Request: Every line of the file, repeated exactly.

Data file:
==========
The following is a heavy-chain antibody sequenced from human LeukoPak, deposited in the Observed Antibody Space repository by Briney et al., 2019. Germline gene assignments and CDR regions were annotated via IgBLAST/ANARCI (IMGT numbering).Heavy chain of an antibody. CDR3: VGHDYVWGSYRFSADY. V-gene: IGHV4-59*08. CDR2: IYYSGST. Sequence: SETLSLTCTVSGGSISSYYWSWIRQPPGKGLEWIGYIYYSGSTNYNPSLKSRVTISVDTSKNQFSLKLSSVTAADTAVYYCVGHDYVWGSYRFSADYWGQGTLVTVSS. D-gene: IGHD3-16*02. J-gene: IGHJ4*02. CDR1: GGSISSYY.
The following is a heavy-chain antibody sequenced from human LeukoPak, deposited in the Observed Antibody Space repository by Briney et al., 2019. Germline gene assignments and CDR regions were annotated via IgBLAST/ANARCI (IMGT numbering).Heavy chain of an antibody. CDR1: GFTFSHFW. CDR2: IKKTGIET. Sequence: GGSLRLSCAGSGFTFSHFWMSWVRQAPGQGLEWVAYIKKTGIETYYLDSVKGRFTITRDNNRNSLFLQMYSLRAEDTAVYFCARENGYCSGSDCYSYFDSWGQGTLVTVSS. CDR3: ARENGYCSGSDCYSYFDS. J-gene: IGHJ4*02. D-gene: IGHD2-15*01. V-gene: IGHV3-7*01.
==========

The following is a heavy-chain antibody sequenced from human LeukoPak, deposited in the Observed Antibody Space repository by Briney et al., 2019. Germline gene assignments and CDR regions were annotated via IgBLAST/ANARCI (IMGT numbering).Heavy chain of an antibody. CDR3: VGHDYVWGSYRFSADY. V-gene: IGHV4-59*08. CDR2: IYYSGST. Sequence: SETLSLTCTVSGGSISSYYWSWIRQPPGKGLEWIGYIYYSGSTNYNPSLKSRVTISVDTSKNQFSLKLSSVTAADTAVYYCVGHDYVWGSYRFSADYWGQGTLVTVSS. D-gene: IGHD3-16*02. J-gene: IGHJ4*02. CDR1: GGSISSYY.
The following is a heavy-chain antibody sequenced from human LeukoPak, deposited in the Observed Antibody Space repository by Briney et al., 2019. Germline gene assignments and CDR regions were annotated via IgBLAST/ANARCI (IMGT numbering).Heavy chain of an antibody. CDR1: GFTFSHFW. CDR2: IKKTGIET. Sequence: GGSLRLSCAGSGFTFSHFWMSWVRQAPGQGLEWVAYIKKTGIETYYLDSVKGRFTITRDNNRNSLFLQMYSLRAEDTAVYFCARENGYCSGSDCYSYFDSWGQGTLVTVSS. CDR3: ARENGYCSGSDCYSYFDS. J-gene: IGHJ4*02. D-gene: IGHD2-15*01. V-gene: IGHV3-7*01.